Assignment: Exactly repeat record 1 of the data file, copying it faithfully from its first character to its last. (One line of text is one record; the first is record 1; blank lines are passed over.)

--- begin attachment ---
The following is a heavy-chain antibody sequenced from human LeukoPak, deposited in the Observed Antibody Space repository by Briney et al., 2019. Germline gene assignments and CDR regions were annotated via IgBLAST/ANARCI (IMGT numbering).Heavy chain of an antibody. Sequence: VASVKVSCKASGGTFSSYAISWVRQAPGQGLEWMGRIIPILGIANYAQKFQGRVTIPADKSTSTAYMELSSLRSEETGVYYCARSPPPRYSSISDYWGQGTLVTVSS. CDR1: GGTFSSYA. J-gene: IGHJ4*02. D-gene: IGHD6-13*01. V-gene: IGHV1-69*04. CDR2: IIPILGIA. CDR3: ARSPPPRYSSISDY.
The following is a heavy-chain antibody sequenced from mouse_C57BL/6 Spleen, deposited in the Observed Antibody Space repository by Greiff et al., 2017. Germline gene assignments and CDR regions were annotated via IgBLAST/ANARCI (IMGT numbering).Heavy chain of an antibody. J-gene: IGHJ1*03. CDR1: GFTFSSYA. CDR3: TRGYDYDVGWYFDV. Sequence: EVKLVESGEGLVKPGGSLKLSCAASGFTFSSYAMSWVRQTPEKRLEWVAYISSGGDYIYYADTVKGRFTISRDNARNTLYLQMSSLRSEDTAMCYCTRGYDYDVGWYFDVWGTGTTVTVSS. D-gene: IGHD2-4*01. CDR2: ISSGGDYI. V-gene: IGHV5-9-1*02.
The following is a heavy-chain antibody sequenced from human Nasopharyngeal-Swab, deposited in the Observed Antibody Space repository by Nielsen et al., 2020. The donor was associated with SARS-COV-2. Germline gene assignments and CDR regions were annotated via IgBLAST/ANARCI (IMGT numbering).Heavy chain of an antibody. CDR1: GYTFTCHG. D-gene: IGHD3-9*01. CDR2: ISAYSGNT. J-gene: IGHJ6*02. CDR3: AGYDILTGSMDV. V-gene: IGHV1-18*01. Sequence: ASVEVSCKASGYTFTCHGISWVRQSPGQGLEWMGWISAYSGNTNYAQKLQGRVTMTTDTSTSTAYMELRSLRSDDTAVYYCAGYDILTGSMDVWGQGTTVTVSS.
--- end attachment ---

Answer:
The following is a heavy-chain antibody sequenced from human LeukoPak, deposited in the Observed Antibody Space repository by Briney et al., 2019. Germline gene assignments and CDR regions were annotated via IgBLAST/ANARCI (IMGT numbering).Heavy chain of an antibody. Sequence: VASVKVSCKASGGTFSSYAISWVRQAPGQGLEWMGRIIPILGIANYAQKFQGRVTIPADKSTSTAYMELSSLRSEETGVYYCARSPPPRYSSISDYWGQGTLVTVSS. CDR1: GGTFSSYA. J-gene: IGHJ4*02. D-gene: IGHD6-13*01. V-gene: IGHV1-69*04. CDR2: IIPILGIA. CDR3: ARSPPPRYSSISDY.